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In the new biopic about Colombian drug lord Pablo Escobar, Puerto Rican actor Benicio del Toro portrays the drug lord's somewhat dual life as a family and community man eventually clashing with his ruthless empire.

“He [Escobar] did a lot of evil you know, along the way corrupted a whole system, he brought the government of Colombia to its knees for his own benefit,” Del Toro told Fox News Latino about the so-called “King of Cocaine,” whose vast drug empire unofficially ruled Colombia in the late 80’s and early 90’s.

The 48-year-old actor plays the ruthless drug kingpin in "Escobar: Paraside Lost," out in theaters June 26.

Del Toro seems to be an expert on playing dark - intimidating characters who are chock-full of machismo. He earned an Academy Award for his role in "Traffic," where he played a Mexican border cop caught in the crossfires of the world of illegal drug trafficking.

When asked why he gravitates toward these types of roles, he said, "why I do them?  I don't know, maybe it's the shape of my eyes maybe I can bring something to them,” adding "as an actor you got to work, you take these roles you do the best you can with them.”

There have been many films made about Escobar, who was the most powerful and wealthy drug kingpin in Colombia and grew his drug trafficking business into a global empire until his death in 1993. But in this version, we get to see the story play out through the eyes of Nick, a young Canadian surfer played by Josh Hutcherson from "Hunger Games" fame, who lands on the beautiful Colombian beaches to set up a surf school.

"I definitely felt like I was really welcome and very warm and I think that's something that the Latin culture is kind of accustomed too” said Hutcherson about working with an almost all-Latino cast and crew in Panama where the movie was filmed.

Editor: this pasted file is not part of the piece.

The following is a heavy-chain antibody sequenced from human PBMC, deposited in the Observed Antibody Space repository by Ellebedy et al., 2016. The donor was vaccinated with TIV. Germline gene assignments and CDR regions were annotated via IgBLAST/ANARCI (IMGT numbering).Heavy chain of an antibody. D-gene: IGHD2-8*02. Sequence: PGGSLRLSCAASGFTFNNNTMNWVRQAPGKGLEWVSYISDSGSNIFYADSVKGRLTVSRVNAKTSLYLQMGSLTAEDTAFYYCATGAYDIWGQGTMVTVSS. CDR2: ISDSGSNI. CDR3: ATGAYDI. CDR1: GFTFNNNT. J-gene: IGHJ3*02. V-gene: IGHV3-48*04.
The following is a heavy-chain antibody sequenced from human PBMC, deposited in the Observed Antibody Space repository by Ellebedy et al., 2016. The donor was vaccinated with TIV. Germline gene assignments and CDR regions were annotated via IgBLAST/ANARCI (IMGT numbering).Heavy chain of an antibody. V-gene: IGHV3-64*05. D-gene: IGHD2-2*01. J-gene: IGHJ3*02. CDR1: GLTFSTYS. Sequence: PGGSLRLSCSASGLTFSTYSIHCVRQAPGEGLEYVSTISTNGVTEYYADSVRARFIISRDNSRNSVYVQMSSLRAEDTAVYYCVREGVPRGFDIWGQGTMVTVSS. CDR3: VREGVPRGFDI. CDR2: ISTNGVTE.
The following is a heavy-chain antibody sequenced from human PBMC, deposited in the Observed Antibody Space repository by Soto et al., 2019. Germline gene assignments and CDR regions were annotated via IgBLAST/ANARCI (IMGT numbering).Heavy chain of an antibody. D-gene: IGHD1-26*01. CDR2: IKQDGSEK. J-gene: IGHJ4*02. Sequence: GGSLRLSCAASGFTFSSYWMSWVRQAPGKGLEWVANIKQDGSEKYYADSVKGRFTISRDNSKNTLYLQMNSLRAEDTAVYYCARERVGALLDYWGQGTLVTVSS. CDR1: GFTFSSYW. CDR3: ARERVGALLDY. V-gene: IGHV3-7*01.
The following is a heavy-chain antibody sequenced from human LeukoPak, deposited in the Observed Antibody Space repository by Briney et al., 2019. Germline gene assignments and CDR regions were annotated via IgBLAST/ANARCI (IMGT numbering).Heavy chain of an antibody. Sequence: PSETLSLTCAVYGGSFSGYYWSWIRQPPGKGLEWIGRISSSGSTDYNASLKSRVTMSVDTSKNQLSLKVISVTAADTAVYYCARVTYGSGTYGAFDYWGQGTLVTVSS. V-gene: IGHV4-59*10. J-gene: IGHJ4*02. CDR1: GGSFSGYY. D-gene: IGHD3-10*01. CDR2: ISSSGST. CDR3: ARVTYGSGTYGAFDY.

Hucherson’s character falls in love with Maria, (Claudia Triassic) who happens to be Escobar’s niece, and he tries to impress his girlfriend's very powerful uncle, a tall order for a young, naive Nick.

As the family’s protector and paternal figure, Del Toro said you get to see another side of Escobar in the film.

“He was a family man, a churchgoing man, or a faith man,  he helped a lot of people in need like bringing soccer fields and things that a lot of Latin Americans do know,  he brought in clinics and built neighborhoods but at the same time he was involved in a very bad business,” said Del Toro.

Escobar is a complex character, he’s charismatic and charming, but at the drop of a dime can turn into a feared psychopath with no apparent conscious.

“He became almost like a character out of a fictionalized comic book," said Del Toro, adding,  "truth is even stranger than fiction.”

Next up we will see Del Toro in "Sicario," alongside other heavy hitters, Emily Blunt and Josh Brolin. Blunt plays an FBI agent recruited by Josh Brolin to aid in the escalating war against the Mexican drug cartels.

Its been non-stop dramas and thrillers for Del Toro, but when asked if he’s open to explore a comedic role in the future, the actor joked alongside his co-star, "Yeah Josh [Hutcherson] come on, call your people let's go let's do the musical.”

Naibe Reynoso is a freelance reporter from Los Angeles, California. Follow her @naibereynoso